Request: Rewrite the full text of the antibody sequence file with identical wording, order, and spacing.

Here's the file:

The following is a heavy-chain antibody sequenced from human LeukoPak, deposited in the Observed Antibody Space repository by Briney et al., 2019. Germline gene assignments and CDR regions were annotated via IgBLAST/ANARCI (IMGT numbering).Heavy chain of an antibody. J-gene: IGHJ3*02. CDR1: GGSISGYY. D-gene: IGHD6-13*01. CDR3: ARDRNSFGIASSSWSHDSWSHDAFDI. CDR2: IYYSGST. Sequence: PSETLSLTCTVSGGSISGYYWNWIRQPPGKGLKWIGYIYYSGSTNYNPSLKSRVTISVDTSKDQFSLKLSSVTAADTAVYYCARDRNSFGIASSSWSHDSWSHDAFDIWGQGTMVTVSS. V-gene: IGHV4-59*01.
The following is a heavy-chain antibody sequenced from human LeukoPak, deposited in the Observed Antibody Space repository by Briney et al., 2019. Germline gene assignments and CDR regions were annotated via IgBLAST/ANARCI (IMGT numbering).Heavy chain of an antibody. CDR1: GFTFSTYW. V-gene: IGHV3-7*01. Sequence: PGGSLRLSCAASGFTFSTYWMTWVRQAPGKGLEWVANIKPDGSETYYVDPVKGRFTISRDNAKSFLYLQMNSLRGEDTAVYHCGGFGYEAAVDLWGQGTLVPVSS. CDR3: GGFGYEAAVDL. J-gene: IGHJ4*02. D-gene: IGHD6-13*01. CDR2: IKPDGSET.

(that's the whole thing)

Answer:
The following is a heavy-chain antibody sequenced from human LeukoPak, deposited in the Observed Antibody Space repository by Briney et al., 2019. Germline gene assignments and CDR regions were annotated via IgBLAST/ANARCI (IMGT numbering).Heavy chain of an antibody. J-gene: IGHJ3*02. CDR1: GGSISGYY. D-gene: IGHD6-13*01. CDR3: ARDRNSFGIASSSWSHDSWSHDAFDI. CDR2: IYYSGST. Sequence: PSETLSLTCTVSGGSISGYYWNWIRQPPGKGLKWIGYIYYSGSTNYNPSLKSRVTISVDTSKDQFSLKLSSVTAADTAVYYCARDRNSFGIASSSWSHDSWSHDAFDIWGQGTMVTVSS. V-gene: IGHV4-59*01.
The following is a heavy-chain antibody sequenced from human LeukoPak, deposited in the Observed Antibody Space repository by Briney et al., 2019. Germline gene assignments and CDR regions were annotated via IgBLAST/ANARCI (IMGT numbering).Heavy chain of an antibody. CDR1: GFTFSTYW. V-gene: IGHV3-7*01. Sequence: PGGSLRLSCAASGFTFSTYWMTWVRQAPGKGLEWVANIKPDGSETYYVDPVKGRFTISRDNAKSFLYLQMNSLRGEDTAVYHCGGFGYEAAVDLWGQGTLVPVSS. CDR3: GGFGYEAAVDL. J-gene: IGHJ4*02. D-gene: IGHD6-13*01. CDR2: IKPDGSET.